Fused Deposition Modelling (FDM) is an additive manufacturing process which uses material extrusion from the material filament, through the printer’s nozzle, onto the build platform and builds up layer by layer to form a part. It is one of the more common types of 3D printing and is often the first 3D printing technology that people are exposed to. Below are some of the advantages and disadvantages of FDM.
- Desktop FDM printers are more affordable compared to other 3D printers of different technology.
- FDM can be a scalable solution due to the affordable hardware costs.
- There are a wide variety of low-cost polymer materials for FDM.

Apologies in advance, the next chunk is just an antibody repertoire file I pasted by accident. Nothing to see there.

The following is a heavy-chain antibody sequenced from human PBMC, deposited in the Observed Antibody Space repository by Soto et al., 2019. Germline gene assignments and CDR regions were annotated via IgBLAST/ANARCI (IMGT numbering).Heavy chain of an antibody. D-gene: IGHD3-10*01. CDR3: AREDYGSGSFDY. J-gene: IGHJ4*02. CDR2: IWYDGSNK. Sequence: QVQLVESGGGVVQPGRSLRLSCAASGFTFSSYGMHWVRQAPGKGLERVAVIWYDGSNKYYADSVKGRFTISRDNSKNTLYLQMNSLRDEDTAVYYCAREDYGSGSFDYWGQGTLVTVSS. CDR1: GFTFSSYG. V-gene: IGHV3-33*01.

- Minimal post-processing is required compared to other 3D printing technology.
- Short and relatively easy set-up time.
- Manual post-processing such as support removal, are required for some prints.
- Not all FDM printers offer an open source filament system.
- FDM parts have the lowest dimensional accuracy and resolution compared to other 3D printing technology.
We have been using FDM for clients mainly in projects revolving around marketing demo kits, table top displays and corporate gifts and ornaments; and in our early years of operation. Now, the percentage of using FDM in our company has declined due to the growth of metal printing and other polymer AM demands. However, it’s no doubt one of the most influential 3D printing technologies that has impacted our world today!